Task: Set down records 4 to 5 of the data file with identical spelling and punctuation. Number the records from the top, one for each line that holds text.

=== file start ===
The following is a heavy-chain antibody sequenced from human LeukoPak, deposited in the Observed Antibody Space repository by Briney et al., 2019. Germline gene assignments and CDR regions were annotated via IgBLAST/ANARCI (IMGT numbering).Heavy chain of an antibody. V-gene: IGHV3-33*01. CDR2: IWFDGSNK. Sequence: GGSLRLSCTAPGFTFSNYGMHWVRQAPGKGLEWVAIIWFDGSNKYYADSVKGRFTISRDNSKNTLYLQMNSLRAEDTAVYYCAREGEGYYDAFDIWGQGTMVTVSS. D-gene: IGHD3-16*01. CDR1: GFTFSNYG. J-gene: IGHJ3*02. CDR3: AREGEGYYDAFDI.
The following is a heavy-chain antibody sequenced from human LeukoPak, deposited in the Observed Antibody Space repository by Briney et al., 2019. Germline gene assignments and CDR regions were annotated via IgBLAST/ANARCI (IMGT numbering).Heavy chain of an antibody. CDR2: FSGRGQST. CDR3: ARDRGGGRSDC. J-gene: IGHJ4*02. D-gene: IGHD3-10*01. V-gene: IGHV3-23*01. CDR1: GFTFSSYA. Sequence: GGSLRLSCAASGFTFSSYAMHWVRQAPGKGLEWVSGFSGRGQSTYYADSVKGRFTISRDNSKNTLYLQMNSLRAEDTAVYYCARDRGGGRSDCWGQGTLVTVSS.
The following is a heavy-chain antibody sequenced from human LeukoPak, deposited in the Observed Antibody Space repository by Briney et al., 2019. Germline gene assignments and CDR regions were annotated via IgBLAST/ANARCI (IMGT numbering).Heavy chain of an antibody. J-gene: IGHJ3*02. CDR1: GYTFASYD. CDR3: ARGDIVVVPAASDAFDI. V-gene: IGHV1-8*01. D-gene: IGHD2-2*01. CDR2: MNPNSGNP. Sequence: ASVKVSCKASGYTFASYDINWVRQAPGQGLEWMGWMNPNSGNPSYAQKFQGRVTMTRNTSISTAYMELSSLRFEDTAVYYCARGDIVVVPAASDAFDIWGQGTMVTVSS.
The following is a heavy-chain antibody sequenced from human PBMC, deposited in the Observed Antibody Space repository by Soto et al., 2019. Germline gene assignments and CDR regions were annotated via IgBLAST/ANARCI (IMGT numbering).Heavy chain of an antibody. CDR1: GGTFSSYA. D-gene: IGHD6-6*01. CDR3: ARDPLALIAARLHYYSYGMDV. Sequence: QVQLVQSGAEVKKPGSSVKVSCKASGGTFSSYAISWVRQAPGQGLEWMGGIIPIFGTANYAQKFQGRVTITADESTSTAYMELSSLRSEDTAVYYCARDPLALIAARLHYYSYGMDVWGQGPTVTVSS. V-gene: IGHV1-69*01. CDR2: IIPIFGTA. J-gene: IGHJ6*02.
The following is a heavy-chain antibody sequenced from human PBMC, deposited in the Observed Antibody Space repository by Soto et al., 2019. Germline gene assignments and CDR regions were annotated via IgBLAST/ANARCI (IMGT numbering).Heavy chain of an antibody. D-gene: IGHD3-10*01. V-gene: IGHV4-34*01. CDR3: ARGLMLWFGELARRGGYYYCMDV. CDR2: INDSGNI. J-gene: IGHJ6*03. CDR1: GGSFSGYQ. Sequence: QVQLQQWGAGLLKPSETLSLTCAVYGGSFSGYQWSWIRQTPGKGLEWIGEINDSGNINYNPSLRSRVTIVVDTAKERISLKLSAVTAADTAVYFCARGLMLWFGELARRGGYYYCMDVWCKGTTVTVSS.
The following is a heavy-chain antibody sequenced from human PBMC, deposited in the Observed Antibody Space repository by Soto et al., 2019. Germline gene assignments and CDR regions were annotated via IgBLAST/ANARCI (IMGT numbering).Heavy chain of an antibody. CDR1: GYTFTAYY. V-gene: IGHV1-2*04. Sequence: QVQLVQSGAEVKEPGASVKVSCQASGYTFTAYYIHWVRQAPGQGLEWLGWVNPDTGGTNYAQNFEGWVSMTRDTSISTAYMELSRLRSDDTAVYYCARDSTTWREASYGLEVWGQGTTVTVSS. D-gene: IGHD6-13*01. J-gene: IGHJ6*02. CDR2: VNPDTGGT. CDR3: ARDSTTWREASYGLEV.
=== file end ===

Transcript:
The following is a heavy-chain antibody sequenced from human PBMC, deposited in the Observed Antibody Space repository by Soto et al., 2019. Germline gene assignments and CDR regions were annotated via IgBLAST/ANARCI (IMGT numbering).Heavy chain of an antibody. CDR1: GGTFSSYA. D-gene: IGHD6-6*01. CDR3: ARDPLALIAARLHYYSYGMDV. Sequence: QVQLVQSGAEVKKPGSSVKVSCKASGGTFSSYAISWVRQAPGQGLEWMGGIIPIFGTANYAQKFQGRVTITADESTSTAYMELSSLRSEDTAVYYCARDPLALIAARLHYYSYGMDVWGQGPTVTVSS. V-gene: IGHV1-69*01. CDR2: IIPIFGTA. J-gene: IGHJ6*02.
The following is a heavy-chain antibody sequenced from human PBMC, deposited in the Observed Antibody Space repository by Soto et al., 2019. Germline gene assignments and CDR regions were annotated via IgBLAST/ANARCI (IMGT numbering).Heavy chain of an antibody. D-gene: IGHD3-10*01. V-gene: IGHV4-34*01. CDR3: ARGLMLWFGELARRGGYYYCMDV. CDR2: INDSGNI. J-gene: IGHJ6*03. CDR1: GGSFSGYQ. Sequence: QVQLQQWGAGLLKPSETLSLTCAVYGGSFSGYQWSWIRQTPGKGLEWIGEINDSGNINYNPSLRSRVTIVVDTAKERISLKLSAVTAADTAVYFCARGLMLWFGELARRGGYYYCMDVWCKGTTVTVSS.